“Fussy and particular, the yuppie simply would not, could not, bring anything but an imported beer to his lips, or the rarest of single-malt Scotches. In cocktails as in food, he insisted on authenticity, integrity of ingredients, and top quality all the way around. For this let us give thanks, even if snobbery and status seeking often lay behind the ruthless pursuit of excellence… sometimes snobbery has its uses. The image-conscious drinker who insists on the best as a form of self-advertisement winds up as often as not educating his taste buds and, in the end, actually learning how to discriminate between good, better, and best. Somewhere along the way, the snob develops respect for the subject mater, whether its wines of the Loire, English bitters, or single-malt Scotches. Arrogance gives way to humility, image-mongering to the disinterested pursuit of knowledge. This is the yuppie way of knowing, the seven upscale pillars of wisdom. Heap scorn if you will, but America and the cocktail are better for it.
– William Grimes in Straight Up or On the Rocks: A Cultural History of American Drink (1993)
RETRO BARS, Part One
It’s no secret Im sold on all things retro. Besides calling me Renaissance Woman, some friends say I was born in the wrong time. I shoulda been a 1940s/1950s siren at least in my dreams. Ill take the freedom and independence of today, though in an ideal world (and I do try!), I’d fuse the modern with the bohemian and poetic, with clothing and music of past decades; with vintage furniture/décor, classic cars, old movies and martinis. I’m a sucker for a restaurant or bar where I can walk in wearing my red/leopard peep toe shoes with seamed stockings, while Ella, Sinatra, Billie, Louis… weave their magic. Here’s to a few places where this is possible, embodying the spirit of those stylish days. I’m thankful for bars where you can dress up IF you feel like it, but this is still California, after all, so for those who get less of a kick out of dressing up, anything goes, really.
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Bourbon & Branch This gorgeous speakeasy harkens back to the 20s & 30s, and though I’ve been going since they opened some years ago, reservations have gotten progressively harder to come by (and the crowd on the sidewalk at opening time a little annoying). But the past few years, its remained a favorite because not only do they make superb cocktails, both classic recipes and a revolving seasonal menu of their own creations ($11-13 on average), but they’ve launched many a great bartender around town (Thad Vogler, Joel Baker, et. al.) Plus, ambiance couldn’t be better: 30s jazz plays in a sultry, dim, multi-room ‘bordello’ (two bar/table rooms, a darkly seductive Library Room and Russells Room a tribute to the 1920’s cigar shop once here). Its by reservation only (unless you go to the Library Room with the password books). Give your assigned password after you ring the buzzer at the signless door on a seedy Tenderloin corner. Then enter a candlelit world of books, cocktails, jazz, and a touch of elegance. Mind the speakeasy rules (like Dont Even Think of Asking for a Cosmo, thank you very much!, no photos or Please Speak Easy). Finally, a grown up bar where one can imbibe AND talk! No matter how many knock-offs or how popular this place gets, Im still a fan.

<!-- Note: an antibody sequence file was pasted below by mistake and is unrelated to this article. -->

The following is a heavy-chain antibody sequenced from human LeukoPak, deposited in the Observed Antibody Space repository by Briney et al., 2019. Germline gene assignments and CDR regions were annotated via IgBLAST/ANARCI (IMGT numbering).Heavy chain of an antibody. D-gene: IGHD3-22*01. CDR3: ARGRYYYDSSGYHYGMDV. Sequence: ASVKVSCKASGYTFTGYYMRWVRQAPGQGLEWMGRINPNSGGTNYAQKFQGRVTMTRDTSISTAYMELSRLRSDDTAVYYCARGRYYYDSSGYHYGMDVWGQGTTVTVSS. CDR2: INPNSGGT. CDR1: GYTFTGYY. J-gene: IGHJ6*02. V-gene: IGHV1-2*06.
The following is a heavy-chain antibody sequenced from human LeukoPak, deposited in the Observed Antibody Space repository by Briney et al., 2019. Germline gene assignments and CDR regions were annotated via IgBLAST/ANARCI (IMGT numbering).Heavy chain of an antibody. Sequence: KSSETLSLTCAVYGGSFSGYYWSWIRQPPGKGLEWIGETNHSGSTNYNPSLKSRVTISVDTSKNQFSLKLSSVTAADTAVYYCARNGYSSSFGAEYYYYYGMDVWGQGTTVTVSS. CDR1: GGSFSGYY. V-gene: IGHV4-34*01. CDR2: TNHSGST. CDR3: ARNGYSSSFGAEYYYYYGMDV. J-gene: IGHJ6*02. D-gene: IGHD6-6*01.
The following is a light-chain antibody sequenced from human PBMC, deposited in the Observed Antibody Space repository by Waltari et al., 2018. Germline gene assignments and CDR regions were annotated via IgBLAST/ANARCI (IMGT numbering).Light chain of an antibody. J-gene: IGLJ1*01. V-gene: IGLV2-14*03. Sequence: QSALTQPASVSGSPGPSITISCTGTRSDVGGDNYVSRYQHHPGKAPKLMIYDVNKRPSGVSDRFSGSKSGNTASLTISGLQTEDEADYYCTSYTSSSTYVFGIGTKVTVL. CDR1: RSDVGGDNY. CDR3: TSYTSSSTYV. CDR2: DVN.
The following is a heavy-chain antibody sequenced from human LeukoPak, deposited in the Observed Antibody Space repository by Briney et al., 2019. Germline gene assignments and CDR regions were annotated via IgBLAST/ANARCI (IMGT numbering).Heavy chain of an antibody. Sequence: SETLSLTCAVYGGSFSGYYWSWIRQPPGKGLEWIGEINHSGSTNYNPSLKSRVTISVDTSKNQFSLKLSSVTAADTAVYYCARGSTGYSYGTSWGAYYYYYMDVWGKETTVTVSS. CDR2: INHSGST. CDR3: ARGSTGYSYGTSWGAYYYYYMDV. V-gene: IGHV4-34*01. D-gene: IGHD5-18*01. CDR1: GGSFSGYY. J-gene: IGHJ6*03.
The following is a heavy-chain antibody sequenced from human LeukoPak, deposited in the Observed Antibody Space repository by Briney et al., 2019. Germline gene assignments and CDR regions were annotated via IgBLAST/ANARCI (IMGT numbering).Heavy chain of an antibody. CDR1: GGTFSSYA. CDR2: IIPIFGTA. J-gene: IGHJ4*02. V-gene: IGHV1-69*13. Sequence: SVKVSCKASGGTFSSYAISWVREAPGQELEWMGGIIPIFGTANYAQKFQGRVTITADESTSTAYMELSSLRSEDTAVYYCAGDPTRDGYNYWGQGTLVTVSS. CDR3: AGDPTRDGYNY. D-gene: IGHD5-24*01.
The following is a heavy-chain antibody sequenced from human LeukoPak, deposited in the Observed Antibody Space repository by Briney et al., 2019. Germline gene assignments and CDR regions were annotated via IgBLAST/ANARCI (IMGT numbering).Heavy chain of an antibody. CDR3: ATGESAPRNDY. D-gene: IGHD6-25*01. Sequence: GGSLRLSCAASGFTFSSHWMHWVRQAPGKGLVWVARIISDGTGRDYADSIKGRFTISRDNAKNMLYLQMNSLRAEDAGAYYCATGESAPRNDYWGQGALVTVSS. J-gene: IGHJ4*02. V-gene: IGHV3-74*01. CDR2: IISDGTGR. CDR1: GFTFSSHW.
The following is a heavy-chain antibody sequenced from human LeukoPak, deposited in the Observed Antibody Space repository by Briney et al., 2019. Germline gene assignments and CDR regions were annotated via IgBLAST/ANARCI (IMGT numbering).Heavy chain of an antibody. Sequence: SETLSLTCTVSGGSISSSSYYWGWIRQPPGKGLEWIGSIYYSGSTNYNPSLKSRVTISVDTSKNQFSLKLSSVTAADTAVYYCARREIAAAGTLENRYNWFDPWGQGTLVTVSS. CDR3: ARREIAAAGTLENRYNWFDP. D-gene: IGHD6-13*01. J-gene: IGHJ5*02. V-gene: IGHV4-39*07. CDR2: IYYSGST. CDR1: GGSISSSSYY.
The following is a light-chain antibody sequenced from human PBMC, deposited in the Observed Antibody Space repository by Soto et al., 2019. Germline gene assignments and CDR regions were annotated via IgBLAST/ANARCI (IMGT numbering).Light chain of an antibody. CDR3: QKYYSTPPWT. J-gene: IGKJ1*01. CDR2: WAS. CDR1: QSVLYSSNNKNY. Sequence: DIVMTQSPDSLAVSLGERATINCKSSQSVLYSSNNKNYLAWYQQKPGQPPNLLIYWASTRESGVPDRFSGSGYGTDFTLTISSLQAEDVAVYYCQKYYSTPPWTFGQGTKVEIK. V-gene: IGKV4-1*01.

CASUAL NEIGHBORHOOD RETRO BARS
Club Deluxe – This low-key classic is the real deal. It’s been on Haight Street since the 40s complete with blonde wood walls, chipped bar and fedora-wearing crowd. Theyve started stand-up comedy nights, which doesnt exactly fit the setting what happened to their weekly Bossa Nova or Church of Sinatra nights? Bring ’em back, please! They do have some good live jazz, make a refreshing Spa Collins cocktail and give off the welcoming vibe of an ideal neighborhood hangout.
(3394 22nd Street at Guerrero; open 4p-2a daily; 415-648-0109) This Mission haven is on 22nd Street between Guerrero and Valencia, unremarkable but for the glowing neon sign. Its small, dim and old school in all the right ways. When not crowded, I find it downright romantic, like a neighborhood bar of the ’60’s where you can talk in low tones while gazing into each others eyes.